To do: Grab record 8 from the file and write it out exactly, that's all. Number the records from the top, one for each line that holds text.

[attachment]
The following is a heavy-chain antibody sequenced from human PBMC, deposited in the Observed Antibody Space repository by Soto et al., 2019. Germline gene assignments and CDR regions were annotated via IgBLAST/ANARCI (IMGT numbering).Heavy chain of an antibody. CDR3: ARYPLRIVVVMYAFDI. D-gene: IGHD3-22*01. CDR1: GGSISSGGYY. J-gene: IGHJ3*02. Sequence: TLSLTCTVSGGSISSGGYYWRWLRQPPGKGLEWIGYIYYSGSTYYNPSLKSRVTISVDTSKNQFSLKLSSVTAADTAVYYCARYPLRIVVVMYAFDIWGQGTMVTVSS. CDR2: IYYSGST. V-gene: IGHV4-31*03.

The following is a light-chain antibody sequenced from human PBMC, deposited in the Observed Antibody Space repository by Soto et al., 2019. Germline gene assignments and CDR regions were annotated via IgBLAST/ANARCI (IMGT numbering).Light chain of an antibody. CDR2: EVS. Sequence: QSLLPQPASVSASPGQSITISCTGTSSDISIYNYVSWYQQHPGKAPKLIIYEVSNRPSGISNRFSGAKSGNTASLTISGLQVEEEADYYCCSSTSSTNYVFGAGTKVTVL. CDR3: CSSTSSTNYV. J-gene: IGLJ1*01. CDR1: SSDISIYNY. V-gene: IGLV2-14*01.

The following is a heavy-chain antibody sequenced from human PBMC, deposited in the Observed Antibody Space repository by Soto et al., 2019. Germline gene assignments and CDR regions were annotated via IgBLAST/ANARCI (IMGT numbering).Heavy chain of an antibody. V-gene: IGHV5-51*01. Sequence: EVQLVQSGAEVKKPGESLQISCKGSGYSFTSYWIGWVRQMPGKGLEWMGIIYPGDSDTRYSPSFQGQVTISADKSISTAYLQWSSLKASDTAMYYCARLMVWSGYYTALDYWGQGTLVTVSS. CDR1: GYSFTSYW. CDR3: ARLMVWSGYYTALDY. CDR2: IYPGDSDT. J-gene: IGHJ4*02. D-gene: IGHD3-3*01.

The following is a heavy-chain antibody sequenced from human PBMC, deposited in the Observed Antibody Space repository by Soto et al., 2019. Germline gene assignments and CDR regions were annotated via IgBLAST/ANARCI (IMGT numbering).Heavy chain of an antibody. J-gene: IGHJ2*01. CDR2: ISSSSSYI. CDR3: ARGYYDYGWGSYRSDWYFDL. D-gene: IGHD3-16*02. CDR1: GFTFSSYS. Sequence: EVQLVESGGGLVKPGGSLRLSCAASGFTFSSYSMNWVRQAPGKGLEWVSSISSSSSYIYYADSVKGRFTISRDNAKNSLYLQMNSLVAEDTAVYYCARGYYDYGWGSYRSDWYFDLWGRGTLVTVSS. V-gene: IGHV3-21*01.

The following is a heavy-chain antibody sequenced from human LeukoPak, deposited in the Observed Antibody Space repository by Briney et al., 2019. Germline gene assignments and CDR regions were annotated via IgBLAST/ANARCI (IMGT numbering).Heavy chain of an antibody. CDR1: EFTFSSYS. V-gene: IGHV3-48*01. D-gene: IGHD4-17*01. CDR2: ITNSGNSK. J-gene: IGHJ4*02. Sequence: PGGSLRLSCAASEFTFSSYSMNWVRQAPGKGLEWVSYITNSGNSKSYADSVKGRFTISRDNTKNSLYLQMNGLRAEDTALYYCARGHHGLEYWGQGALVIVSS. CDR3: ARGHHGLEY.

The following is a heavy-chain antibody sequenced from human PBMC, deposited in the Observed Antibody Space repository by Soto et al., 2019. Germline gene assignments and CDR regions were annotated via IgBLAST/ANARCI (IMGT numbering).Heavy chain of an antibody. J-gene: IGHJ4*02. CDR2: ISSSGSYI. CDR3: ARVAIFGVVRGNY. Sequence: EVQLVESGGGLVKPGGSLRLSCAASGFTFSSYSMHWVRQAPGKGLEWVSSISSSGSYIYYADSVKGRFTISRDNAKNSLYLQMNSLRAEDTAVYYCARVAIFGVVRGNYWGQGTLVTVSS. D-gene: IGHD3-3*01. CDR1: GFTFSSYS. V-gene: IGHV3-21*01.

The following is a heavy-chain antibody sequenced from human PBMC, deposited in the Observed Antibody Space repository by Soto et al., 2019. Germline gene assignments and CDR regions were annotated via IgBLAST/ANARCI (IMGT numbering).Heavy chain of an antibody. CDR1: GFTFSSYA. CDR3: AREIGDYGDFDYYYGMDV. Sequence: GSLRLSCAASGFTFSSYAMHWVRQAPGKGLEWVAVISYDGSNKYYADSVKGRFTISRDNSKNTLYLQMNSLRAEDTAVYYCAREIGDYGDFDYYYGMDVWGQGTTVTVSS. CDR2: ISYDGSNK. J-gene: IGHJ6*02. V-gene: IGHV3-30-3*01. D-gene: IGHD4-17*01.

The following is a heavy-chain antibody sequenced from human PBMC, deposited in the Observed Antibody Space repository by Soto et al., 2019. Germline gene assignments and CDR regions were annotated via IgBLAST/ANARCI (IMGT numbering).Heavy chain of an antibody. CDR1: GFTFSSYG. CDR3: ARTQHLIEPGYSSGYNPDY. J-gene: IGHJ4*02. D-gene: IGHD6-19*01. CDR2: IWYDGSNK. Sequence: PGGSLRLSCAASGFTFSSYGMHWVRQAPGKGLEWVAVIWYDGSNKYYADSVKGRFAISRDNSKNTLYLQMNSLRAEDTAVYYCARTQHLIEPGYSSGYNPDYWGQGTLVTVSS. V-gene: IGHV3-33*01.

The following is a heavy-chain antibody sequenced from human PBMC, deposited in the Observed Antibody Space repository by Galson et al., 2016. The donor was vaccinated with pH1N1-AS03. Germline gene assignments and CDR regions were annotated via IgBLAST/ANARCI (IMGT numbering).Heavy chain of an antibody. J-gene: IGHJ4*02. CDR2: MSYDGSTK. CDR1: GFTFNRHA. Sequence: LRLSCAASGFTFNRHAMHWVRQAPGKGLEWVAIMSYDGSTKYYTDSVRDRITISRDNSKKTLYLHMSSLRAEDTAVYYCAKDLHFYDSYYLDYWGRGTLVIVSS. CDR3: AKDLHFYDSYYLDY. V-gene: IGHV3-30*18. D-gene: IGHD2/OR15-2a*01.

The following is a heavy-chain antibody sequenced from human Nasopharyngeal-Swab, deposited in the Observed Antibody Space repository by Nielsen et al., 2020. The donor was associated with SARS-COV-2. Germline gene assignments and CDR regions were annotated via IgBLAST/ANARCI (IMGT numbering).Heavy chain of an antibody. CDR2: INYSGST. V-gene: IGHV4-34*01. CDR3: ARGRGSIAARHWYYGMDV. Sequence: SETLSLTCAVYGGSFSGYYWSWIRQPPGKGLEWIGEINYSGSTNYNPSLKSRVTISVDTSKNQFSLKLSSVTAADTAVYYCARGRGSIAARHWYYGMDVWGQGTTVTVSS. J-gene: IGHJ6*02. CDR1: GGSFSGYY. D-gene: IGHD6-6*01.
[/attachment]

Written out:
The following is a heavy-chain antibody sequenced from human PBMC, deposited in the Observed Antibody Space repository by Soto et al., 2019. Germline gene assignments and CDR regions were annotated via IgBLAST/ANARCI (IMGT numbering).Heavy chain of an antibody. CDR1: GFTFSSYG. CDR3: ARTQHLIEPGYSSGYNPDY. J-gene: IGHJ4*02. D-gene: IGHD6-19*01. CDR2: IWYDGSNK. Sequence: PGGSLRLSCAASGFTFSSYGMHWVRQAPGKGLEWVAVIWYDGSNKYYADSVKGRFAISRDNSKNTLYLQMNSLRAEDTAVYYCARTQHLIEPGYSSGYNPDYWGQGTLVTVSS. V-gene: IGHV3-33*01.